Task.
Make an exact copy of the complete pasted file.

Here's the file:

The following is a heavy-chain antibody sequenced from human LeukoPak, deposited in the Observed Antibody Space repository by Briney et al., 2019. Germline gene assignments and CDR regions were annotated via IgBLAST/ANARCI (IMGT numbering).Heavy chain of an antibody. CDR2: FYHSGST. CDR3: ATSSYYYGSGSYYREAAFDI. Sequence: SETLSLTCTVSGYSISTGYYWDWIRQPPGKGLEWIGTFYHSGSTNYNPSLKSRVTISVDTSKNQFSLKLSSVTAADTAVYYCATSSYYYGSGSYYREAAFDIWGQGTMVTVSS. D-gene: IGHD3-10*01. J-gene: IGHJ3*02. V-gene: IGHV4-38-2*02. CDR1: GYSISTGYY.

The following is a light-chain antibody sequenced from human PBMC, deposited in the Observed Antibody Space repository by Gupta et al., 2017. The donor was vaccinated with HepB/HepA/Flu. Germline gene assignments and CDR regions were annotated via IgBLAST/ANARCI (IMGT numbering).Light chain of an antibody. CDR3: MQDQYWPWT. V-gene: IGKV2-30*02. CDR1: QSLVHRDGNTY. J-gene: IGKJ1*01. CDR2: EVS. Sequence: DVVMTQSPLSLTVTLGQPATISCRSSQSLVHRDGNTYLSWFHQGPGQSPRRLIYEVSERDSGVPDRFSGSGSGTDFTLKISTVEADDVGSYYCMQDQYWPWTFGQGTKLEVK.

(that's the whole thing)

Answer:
The following is a heavy-chain antibody sequenced from human LeukoPak, deposited in the Observed Antibody Space repository by Briney et al., 2019. Germline gene assignments and CDR regions were annotated via IgBLAST/ANARCI (IMGT numbering).Heavy chain of an antibody. CDR2: FYHSGST. CDR3: ATSSYYYGSGSYYREAAFDI. Sequence: SETLSLTCTVSGYSISTGYYWDWIRQPPGKGLEWIGTFYHSGSTNYNPSLKSRVTISVDTSKNQFSLKLSSVTAADTAVYYCATSSYYYGSGSYYREAAFDIWGQGTMVTVSS. D-gene: IGHD3-10*01. J-gene: IGHJ3*02. V-gene: IGHV4-38-2*02. CDR1: GYSISTGYY.

The following is a light-chain antibody sequenced from human PBMC, deposited in the Observed Antibody Space repository by Gupta et al., 2017. The donor was vaccinated with HepB/HepA/Flu. Germline gene assignments and CDR regions were annotated via IgBLAST/ANARCI (IMGT numbering).Light chain of an antibody. CDR3: MQDQYWPWT. V-gene: IGKV2-30*02. CDR1: QSLVHRDGNTY. J-gene: IGKJ1*01. CDR2: EVS. Sequence: DVVMTQSPLSLTVTLGQPATISCRSSQSLVHRDGNTYLSWFHQGPGQSPRRLIYEVSERDSGVPDRFSGSGSGTDFTLKISTVEADDVGSYYCMQDQYWPWTFGQGTKLEVK.